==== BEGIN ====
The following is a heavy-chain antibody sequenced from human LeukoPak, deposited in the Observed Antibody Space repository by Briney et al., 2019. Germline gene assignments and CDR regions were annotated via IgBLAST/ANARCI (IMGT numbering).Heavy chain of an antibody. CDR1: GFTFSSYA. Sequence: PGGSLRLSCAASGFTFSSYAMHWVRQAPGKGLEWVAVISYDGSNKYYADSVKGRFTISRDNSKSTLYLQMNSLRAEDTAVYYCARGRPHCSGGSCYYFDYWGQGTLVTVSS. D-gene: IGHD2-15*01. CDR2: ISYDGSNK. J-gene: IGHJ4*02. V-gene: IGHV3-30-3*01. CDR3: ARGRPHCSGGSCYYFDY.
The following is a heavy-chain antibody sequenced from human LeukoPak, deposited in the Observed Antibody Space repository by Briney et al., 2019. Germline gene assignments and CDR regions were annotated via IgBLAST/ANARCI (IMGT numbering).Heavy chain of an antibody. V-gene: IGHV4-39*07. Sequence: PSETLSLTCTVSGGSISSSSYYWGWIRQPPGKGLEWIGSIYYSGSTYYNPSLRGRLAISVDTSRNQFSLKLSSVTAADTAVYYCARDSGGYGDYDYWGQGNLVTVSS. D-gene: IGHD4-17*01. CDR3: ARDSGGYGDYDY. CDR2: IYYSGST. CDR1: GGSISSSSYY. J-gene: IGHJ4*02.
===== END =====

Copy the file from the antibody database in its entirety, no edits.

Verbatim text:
The following is a heavy-chain antibody sequenced from human LeukoPak, deposited in the Observed Antibody Space repository by Briney et al., 2019. Germline gene assignments and CDR regions were annotated via IgBLAST/ANARCI (IMGT numbering).Heavy chain of an antibody. CDR1: GFTFSSYA. Sequence: PGGSLRLSCAASGFTFSSYAMHWVRQAPGKGLEWVAVISYDGSNKYYADSVKGRFTISRDNSKSTLYLQMNSLRAEDTAVYYCARGRPHCSGGSCYYFDYWGQGTLVTVSS. D-gene: IGHD2-15*01. CDR2: ISYDGSNK. J-gene: IGHJ4*02. V-gene: IGHV3-30-3*01. CDR3: ARGRPHCSGGSCYYFDY.
The following is a heavy-chain antibody sequenced from human LeukoPak, deposited in the Observed Antibody Space repository by Briney et al., 2019. Germline gene assignments and CDR regions were annotated via IgBLAST/ANARCI (IMGT numbering).Heavy chain of an antibody. V-gene: IGHV4-39*07. Sequence: PSETLSLTCTVSGGSISSSSYYWGWIRQPPGKGLEWIGSIYYSGSTYYNPSLRGRLAISVDTSRNQFSLKLSSVTAADTAVYYCARDSGGYGDYDYWGQGNLVTVSS. D-gene: IGHD4-17*01. CDR3: ARDSGGYGDYDY. CDR2: IYYSGST. CDR1: GGSISSSSYY. J-gene: IGHJ4*02.